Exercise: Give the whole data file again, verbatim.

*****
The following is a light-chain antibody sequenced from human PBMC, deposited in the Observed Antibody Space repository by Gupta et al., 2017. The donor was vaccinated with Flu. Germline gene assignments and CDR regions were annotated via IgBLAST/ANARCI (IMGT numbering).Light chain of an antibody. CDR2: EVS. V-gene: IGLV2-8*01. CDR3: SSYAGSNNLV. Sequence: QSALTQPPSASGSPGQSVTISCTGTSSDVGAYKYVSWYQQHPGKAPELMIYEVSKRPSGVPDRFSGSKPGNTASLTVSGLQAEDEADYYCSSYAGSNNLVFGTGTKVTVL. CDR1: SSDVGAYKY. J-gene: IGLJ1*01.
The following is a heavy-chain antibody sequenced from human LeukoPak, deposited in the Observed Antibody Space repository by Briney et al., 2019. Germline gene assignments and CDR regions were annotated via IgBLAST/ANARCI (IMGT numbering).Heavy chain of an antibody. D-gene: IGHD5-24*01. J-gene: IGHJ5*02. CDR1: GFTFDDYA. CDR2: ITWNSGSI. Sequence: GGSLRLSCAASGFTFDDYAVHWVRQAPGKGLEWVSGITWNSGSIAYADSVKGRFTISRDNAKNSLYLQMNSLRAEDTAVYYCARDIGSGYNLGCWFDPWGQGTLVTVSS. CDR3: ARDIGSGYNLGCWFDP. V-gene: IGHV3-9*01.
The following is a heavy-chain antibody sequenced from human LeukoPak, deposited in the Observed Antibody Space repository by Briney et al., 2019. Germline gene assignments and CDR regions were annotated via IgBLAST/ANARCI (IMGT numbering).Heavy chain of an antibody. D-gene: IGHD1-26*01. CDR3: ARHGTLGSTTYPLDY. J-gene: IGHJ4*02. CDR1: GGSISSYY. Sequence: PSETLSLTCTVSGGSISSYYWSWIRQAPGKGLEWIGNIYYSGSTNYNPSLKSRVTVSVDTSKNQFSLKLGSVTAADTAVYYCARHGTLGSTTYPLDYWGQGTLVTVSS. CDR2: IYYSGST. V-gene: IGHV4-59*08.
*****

The following is a light-chain antibody sequenced from human PBMC, deposited in the Observed Antibody Space repository by Gupta et al., 2017. The donor was vaccinated with Flu. Germline gene assignments and CDR regions were annotated via IgBLAST/ANARCI (IMGT numbering).Light chain of an antibody. CDR2: EVS. V-gene: IGLV2-8*01. CDR3: SSYAGSNNLV. Sequence: QSALTQPPSASGSPGQSVTISCTGTSSDVGAYKYVSWYQQHPGKAPELMIYEVSKRPSGVPDRFSGSKPGNTASLTVSGLQAEDEADYYCSSYAGSNNLVFGTGTKVTVL. CDR1: SSDVGAYKY. J-gene: IGLJ1*01.
The following is a heavy-chain antibody sequenced from human LeukoPak, deposited in the Observed Antibody Space repository by Briney et al., 2019. Germline gene assignments and CDR regions were annotated via IgBLAST/ANARCI (IMGT numbering).Heavy chain of an antibody. D-gene: IGHD5-24*01. J-gene: IGHJ5*02. CDR1: GFTFDDYA. CDR2: ITWNSGSI. Sequence: GGSLRLSCAASGFTFDDYAVHWVRQAPGKGLEWVSGITWNSGSIAYADSVKGRFTISRDNAKNSLYLQMNSLRAEDTAVYYCARDIGSGYNLGCWFDPWGQGTLVTVSS. CDR3: ARDIGSGYNLGCWFDP. V-gene: IGHV3-9*01.
The following is a heavy-chain antibody sequenced from human LeukoPak, deposited in the Observed Antibody Space repository by Briney et al., 2019. Germline gene assignments and CDR regions were annotated via IgBLAST/ANARCI (IMGT numbering).Heavy chain of an antibody. D-gene: IGHD1-26*01. CDR3: ARHGTLGSTTYPLDY. J-gene: IGHJ4*02. CDR1: GGSISSYY. Sequence: PSETLSLTCTVSGGSISSYYWSWIRQAPGKGLEWIGNIYYSGSTNYNPSLKSRVTVSVDTSKNQFSLKLGSVTAADTAVYYCARHGTLGSTTYPLDYWGQGTLVTVSS. CDR2: IYYSGST. V-gene: IGHV4-59*08.